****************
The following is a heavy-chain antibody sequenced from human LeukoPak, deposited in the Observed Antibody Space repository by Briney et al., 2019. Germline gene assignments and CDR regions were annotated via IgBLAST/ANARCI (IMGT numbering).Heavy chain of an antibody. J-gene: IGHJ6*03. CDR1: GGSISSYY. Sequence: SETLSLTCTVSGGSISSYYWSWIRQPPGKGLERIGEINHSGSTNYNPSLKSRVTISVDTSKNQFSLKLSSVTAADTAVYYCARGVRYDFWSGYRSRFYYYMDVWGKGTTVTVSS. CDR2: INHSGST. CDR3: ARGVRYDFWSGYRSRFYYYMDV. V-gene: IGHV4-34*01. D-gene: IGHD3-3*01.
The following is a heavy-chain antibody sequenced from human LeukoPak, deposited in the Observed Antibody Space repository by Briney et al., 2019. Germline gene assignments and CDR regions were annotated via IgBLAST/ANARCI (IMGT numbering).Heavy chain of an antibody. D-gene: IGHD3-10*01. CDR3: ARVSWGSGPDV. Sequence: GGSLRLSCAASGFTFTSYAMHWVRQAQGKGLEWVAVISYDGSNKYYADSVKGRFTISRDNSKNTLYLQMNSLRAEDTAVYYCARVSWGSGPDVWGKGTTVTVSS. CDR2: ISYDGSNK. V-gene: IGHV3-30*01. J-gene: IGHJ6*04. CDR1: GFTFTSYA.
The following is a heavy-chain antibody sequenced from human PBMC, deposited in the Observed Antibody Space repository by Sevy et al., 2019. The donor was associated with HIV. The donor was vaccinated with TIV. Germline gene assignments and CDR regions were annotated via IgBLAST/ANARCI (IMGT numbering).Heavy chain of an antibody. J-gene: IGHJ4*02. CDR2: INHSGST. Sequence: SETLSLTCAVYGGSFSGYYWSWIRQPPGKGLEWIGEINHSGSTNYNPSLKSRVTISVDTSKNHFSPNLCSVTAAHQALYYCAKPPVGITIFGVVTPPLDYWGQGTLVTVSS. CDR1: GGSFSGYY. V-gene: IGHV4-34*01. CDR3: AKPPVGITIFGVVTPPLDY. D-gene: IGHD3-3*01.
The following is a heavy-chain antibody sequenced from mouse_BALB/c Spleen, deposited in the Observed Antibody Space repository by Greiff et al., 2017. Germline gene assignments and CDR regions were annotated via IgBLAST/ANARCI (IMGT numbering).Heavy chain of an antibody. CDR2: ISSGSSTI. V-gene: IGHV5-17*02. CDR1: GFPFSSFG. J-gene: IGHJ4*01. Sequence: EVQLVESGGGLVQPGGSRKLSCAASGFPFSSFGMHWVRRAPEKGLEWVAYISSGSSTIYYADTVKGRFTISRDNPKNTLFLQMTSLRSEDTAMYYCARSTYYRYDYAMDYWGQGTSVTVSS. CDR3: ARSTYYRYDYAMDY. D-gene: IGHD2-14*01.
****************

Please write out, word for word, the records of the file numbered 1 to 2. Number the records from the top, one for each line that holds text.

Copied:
The following is a heavy-chain antibody sequenced from human LeukoPak, deposited in the Observed Antibody Space repository by Briney et al., 2019. Germline gene assignments and CDR regions were annotated via IgBLAST/ANARCI (IMGT numbering).Heavy chain of an antibody. J-gene: IGHJ6*03. CDR1: GGSISSYY. Sequence: SETLSLTCTVSGGSISSYYWSWIRQPPGKGLERIGEINHSGSTNYNPSLKSRVTISVDTSKNQFSLKLSSVTAADTAVYYCARGVRYDFWSGYRSRFYYYMDVWGKGTTVTVSS. CDR2: INHSGST. CDR3: ARGVRYDFWSGYRSRFYYYMDV. V-gene: IGHV4-34*01. D-gene: IGHD3-3*01.
The following is a heavy-chain antibody sequenced from human LeukoPak, deposited in the Observed Antibody Space repository by Briney et al., 2019. Germline gene assignments and CDR regions were annotated via IgBLAST/ANARCI (IMGT numbering).Heavy chain of an antibody. D-gene: IGHD3-10*01. CDR3: ARVSWGSGPDV. Sequence: GGSLRLSCAASGFTFTSYAMHWVRQAQGKGLEWVAVISYDGSNKYYADSVKGRFTISRDNSKNTLYLQMNSLRAEDTAVYYCARVSWGSGPDVWGKGTTVTVSS. CDR2: ISYDGSNK. V-gene: IGHV3-30*01. J-gene: IGHJ6*04. CDR1: GFTFTSYA.